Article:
The Government is set to challenge a Court of Appeal ruling that it is a breach of human rights to require people to disclose criminal convictions to certain employers.
The ruling could mean jobseekers in England and Wales would not have to disclose their criminal records when applying for certain jobs.
A number of Acts currently cover employers’ rights to carry out background checks on applicants. The Police Act 1997 allows employers to make criminal record checks before recruiting an applicant, to see if they are suitable for the job.
Under the Rehabilitation of Offenders Act 1974, criminal convictions, cautions, warnings and reprimands in respect of certain offences are deemed to be “spent” after specified periods of time. Once a conviction is spent, the person is treated as if he or she had never committed the offence and it does not need to be disclosed to an employer.
However, the same Act also provides that some sentences never become spent, including sentences of imprisonment, youth custody or detention in a young offender institution for a term exceeding 30 months.
In addition, under the Rehabilitation of Offenders Act 1974 (Exceptions) Order 1975 (SI 1975/1023) it is lawful for employers to ask about spent convictions and to reject applicants on the ground of a spent conviction if the role involves contact with children or vulnerable adults.
The Court of Appeal ruling centred on three cases of job applicants who, under the current system, had been required to disclose details of convictions and warnings they had received in 2001, 2003 and 2008 respectively.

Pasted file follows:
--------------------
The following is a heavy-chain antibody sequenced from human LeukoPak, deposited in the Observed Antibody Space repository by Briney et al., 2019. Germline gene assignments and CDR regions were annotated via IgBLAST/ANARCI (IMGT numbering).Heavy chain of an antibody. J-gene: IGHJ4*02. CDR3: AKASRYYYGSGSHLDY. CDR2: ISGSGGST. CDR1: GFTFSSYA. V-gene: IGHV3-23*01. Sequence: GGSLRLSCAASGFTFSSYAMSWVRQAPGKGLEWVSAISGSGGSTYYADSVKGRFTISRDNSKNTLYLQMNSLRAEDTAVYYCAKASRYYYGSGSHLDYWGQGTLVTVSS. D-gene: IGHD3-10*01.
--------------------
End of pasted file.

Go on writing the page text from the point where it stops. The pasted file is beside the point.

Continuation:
Focusing on one of these cases, in which a 17-year-old job applicant was required to disclose police warnings he received at the age of 11 for the theft of two bicycles, the Court ruled that the current system is disproportionate.
Stephen Simpson, XpertHR senior employment law editor, said: “It’s hard to disagree with the first appellant’s argument that a single offence committed at the age of 11 should have no bearing on his suitability for a job years later. Similarly, the second appellant was cautioned for a minor shoplifting offence, which, under the present rules, allowed her prospective employer to decide that she was unsuited to ever work in the care profession.
“However, the Court of Appeal not surprisingly takes the view that some offences (for example, manslaughter in the third appellant’s case) are so serious that they should never be regarded as irrelevant to an employer’s recruitment decisions.
“This case still has some way to go – the Government has said that it will seek leave to appeal this ruling in the Supreme Court. If the Supreme Court agrees with the Court of Appeal, only then would the Government have to reform the criminal record checks system.”